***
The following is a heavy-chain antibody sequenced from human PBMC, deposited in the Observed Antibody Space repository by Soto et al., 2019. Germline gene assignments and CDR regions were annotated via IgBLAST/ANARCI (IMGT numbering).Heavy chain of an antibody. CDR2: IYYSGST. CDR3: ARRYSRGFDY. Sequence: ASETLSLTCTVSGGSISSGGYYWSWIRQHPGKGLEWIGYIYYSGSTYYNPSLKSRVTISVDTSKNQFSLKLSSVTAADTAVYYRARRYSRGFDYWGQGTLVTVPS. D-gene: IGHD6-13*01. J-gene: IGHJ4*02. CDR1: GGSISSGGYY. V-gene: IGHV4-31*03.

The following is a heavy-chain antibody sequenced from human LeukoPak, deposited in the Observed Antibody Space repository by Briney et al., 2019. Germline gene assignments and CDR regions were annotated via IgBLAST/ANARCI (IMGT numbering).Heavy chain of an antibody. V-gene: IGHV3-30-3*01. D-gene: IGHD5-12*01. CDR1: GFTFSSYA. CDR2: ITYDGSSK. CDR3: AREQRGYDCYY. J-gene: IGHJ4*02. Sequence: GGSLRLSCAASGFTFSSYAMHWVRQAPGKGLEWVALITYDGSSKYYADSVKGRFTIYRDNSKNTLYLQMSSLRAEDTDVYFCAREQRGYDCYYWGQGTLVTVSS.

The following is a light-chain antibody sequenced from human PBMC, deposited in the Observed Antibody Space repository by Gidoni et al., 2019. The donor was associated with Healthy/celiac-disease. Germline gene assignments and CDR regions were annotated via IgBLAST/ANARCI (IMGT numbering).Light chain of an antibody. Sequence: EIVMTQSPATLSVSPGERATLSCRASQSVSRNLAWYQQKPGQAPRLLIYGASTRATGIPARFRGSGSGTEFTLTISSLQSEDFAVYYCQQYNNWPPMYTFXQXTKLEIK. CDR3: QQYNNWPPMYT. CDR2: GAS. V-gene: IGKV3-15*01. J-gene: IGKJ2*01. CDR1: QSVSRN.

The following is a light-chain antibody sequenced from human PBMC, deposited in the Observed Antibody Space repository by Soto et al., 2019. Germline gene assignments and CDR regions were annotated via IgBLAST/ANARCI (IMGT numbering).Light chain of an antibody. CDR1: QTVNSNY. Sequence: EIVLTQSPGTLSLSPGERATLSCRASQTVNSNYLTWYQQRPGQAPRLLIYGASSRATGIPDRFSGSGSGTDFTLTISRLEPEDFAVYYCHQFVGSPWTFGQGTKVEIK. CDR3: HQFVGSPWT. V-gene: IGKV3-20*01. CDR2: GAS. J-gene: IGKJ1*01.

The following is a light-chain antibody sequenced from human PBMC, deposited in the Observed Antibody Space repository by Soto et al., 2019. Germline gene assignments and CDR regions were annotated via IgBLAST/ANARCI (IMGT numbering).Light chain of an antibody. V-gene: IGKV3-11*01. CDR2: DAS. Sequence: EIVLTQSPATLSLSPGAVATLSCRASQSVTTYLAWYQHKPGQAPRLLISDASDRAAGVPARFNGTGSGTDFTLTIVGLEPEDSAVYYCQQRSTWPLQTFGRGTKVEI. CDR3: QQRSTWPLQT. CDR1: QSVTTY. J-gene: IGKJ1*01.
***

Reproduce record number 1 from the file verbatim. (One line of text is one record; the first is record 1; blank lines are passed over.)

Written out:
The following is a heavy-chain antibody sequenced from human PBMC, deposited in the Observed Antibody Space repository by Soto et al., 2019. Germline gene assignments and CDR regions were annotated via IgBLAST/ANARCI (IMGT numbering).Heavy chain of an antibody. CDR2: IYYSGST. CDR3: ARRYSRGFDY. Sequence: ASETLSLTCTVSGGSISSGGYYWSWIRQHPGKGLEWIGYIYYSGSTYYNPSLKSRVTISVDTSKNQFSLKLSSVTAADTAVYYRARRYSRGFDYWGQGTLVTVPS. D-gene: IGHD6-13*01. J-gene: IGHJ4*02. CDR1: GGSISSGGYY. V-gene: IGHV4-31*03.